PowerShell Get-Help and Update-Help

As a lot of system, database and network administrators are transitioning from VBScript to PowerShell or learning PowerShell to automate administration tasks for the first time, it is common to run into a new or unfamiliar PowerShell cmdlets that may be useful in your tasks. Get-Help cmdlets could be one of the most effective learning assistant.

There are multiple sources you can get information on PowerShell cmdlets properties, functionalities and even examples. Microsoft TechNet provides abundant information of its usage. For example for Add-Member Cmdlet. This Microsoft TechNet page provides details of its properties, methods as well as examples. Another way of getting this information is using Get-Help cmdlet. 

Using Get-Help PowerShell cmdlet display all this information about the cmdlet you are interesting right at the PowerShell window without going to the website. Like the example above, we could use 

Get-Help Add-Member

to find out all the details about Add-Member cmdlet.

However, if you have been using older version of PowerShell or trying to find details on a newer cmdlet, you may encounter message that Get-Help cannot find the help files for this cmdlet on this computer.

All you need to do is execute a


PowerShell command and it will download all necessary files in the background.

Execute the Get-Help command again and you would see the all the details on Add-Member. If you notice, the above screen shot has a -Examples property for Get-Help cmdlet. This lists out examples of using Add-Member. I found this feature very useful.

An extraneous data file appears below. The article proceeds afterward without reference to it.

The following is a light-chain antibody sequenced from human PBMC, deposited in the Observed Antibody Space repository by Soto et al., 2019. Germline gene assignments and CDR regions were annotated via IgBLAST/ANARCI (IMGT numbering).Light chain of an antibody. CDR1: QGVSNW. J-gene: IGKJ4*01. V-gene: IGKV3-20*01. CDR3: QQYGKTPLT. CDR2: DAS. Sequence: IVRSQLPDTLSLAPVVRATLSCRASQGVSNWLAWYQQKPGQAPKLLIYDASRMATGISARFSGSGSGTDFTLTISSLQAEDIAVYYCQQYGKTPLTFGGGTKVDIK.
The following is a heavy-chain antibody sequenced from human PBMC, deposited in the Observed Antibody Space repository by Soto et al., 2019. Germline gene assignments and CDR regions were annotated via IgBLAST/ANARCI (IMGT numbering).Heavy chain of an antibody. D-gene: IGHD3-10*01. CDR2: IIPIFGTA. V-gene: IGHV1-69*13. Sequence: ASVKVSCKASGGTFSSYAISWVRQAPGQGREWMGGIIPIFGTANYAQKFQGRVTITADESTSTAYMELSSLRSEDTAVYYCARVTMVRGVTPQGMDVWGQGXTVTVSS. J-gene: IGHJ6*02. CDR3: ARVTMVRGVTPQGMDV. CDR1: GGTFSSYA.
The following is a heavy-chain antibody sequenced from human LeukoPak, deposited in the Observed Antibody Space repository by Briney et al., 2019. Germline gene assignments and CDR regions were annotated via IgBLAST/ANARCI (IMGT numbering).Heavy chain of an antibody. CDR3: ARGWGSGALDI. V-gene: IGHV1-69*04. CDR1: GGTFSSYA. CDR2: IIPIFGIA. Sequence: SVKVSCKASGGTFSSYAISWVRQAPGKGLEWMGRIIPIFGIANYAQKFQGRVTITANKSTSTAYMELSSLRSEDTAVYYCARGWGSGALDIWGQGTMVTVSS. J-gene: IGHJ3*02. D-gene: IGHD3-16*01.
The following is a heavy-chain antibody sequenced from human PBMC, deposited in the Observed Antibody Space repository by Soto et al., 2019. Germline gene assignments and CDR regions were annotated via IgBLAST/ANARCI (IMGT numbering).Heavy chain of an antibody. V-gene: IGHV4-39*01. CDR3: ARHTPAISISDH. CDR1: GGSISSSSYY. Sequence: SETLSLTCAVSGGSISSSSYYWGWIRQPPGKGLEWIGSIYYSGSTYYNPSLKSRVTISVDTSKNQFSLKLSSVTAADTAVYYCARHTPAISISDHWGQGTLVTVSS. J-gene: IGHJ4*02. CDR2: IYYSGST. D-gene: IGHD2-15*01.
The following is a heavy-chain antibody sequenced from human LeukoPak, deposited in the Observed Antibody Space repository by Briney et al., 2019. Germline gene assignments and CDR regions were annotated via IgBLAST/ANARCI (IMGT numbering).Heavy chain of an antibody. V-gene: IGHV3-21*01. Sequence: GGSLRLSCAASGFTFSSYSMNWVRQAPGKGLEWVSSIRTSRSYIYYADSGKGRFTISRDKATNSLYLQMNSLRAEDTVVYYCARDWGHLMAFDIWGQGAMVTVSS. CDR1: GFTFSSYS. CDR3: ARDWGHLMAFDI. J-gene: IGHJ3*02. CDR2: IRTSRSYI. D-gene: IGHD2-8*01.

You may also see I use 'help' instead of 'Get-Help' as the command. 'help' is the alias of 'Get-Help' and make scripting simpler. You can find a list of alias with


Funny thing is 'help' is not included in the alias list.. but you get the idea.

Now you know about Get-Help PowerShell cmdlet, hopefully it could be a great assistance for your PowerShell learning and scripting.


  1. > Funny thing is 'help' is not included in the alias list..

    HELP isn't quite an alias - it is the result of a lookup rule. When you type a cmdlet and we can't find it, just before we give you an error, we first put a "get-" in front of it and try that. Take a look at any of the GET-xxx cmdlets and try it yourself.

    Jeffrey Snover [MSFT]
    Distinguished Engineer and Lead Architect for Windows Server

    1. Jeffrey, thanks for pointing that out. Didn't know that is the result of lookup rule. Did try a few 'get' cmdlets like 'module' and 'counter', and it returns the similar results as with the 'get-module' and 'get-counter'. However I couldn't get the 'process' to work in similar behavior, does this rule has some exception?